Next will come the books, the movies, the rehashing of conflicting detail. This way, we can overlook events like Wounded Knee, which we can hide under the carpet of war — choosing to honor intent or belief over fact or deed. We decide that acknowledging an historic misstep is equivalent to condemning our ancestors, never willing to admit that we have built our entire country on fruit from the poisonous tree… How can we possibly heal the wounds we keep inflicting on each other without admitting mistakes and misjudgments were made — sometimes intentionally and in the same way some of us right now are sacrificed for the happiness, wealth, and unchecked power of others? How many of us can look at our own lives and see the lie, the cheat, the steal of our own futures? And then why can we not admit that these same character traits have existed throughout history — tricking, coercing, and convincing all of us that whole peoples are not worthy of our respect? How many of us have died or lived mortally wounded lives so THEY might prosper from our sacrifice? Do you hear an alarm clock ringing somewhere?

    The whole sports team naming issue defies rationality. The tighter people cling to their explanation that such is a COMPLIMENT to Native Peoples is revealing itself as the pure RACISM it is. The matter is indefensible. Period. Any name used as a predicate to pulling a trigger or swatting the back end of a horse is nothing BUT racist, offensive and part of a shameful past. If it isn’t and would simply “cost too much to change the name,” then let’s make the mascot a white redneck. Now THERE’S a real redskin. But somehow, I doubt the change will catch favor. And if Redskin fans say “because it would be racist”… then perhaps there is hope for them after all. But at the moment, I am thinking not.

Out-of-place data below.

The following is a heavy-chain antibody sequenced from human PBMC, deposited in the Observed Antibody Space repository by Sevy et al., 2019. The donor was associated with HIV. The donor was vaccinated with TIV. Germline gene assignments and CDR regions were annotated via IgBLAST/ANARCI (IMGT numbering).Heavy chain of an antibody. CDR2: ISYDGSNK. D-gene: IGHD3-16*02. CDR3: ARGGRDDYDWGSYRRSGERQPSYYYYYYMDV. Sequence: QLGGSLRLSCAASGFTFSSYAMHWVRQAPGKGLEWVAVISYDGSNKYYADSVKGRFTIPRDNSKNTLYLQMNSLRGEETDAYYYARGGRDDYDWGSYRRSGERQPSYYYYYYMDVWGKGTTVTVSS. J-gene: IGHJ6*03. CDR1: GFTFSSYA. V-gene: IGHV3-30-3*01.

Liked by 1 person

  4. How can we possibly heal the wounds we keep inflicting on each other without admitting mistakes and misjudgments were made — sometimes intentionally and in the same way some of us right now are sacrificed for the happiness, wealth, and unchecked power of others? How many of us can look at our own lives and see the lie, the cheat, the steal of our own futures? And then why can we not admit that these same character traits have existed throughout history — tricking, coercing, and convincing all of us that whole peoples are not worthy of our respect? How many of us have died or lived mortally wounded lives so THEY might prosper from our sacrifice? Do you hear an alarm clock ringing somewhere?
    This is brilliance, KC.

    Liked by 1 person

  5. It is all about ignorance, Lara. As in “ignore-ance”. What is too difficult or painful, so many people just turn a blind eye and a deaf ear to. Truthfully I never realized how many common symbols that I grew up with are really insulting. I never meant them that way nor did my parents; but now that I do know I would never display them again. Of course, it isn’t really my issue because I don’t like displaying logos, flying flags or embracing anything which causes separation. It is the main reason I don’t participate in particular religious practice. I enjoy my own relationship with Mother, Father, Spirit. It needs no definition. We are all dreaming and some have chosen to live a nightmare.

    Liked by 1 person

Let's discuss!

Fill in your details below or click an icon to log in:

WordPress.com Logo

You are commenting using your WordPress.com account. Log Out / Change )

Twitter picture

You are commenting using your Twitter account. Log Out / Change )

Facebook photo

You are commenting using your Facebook account. Log Out / Change )

Google+ photo

You are commenting using your Google+ account. Log Out / Change )

Connecting to %s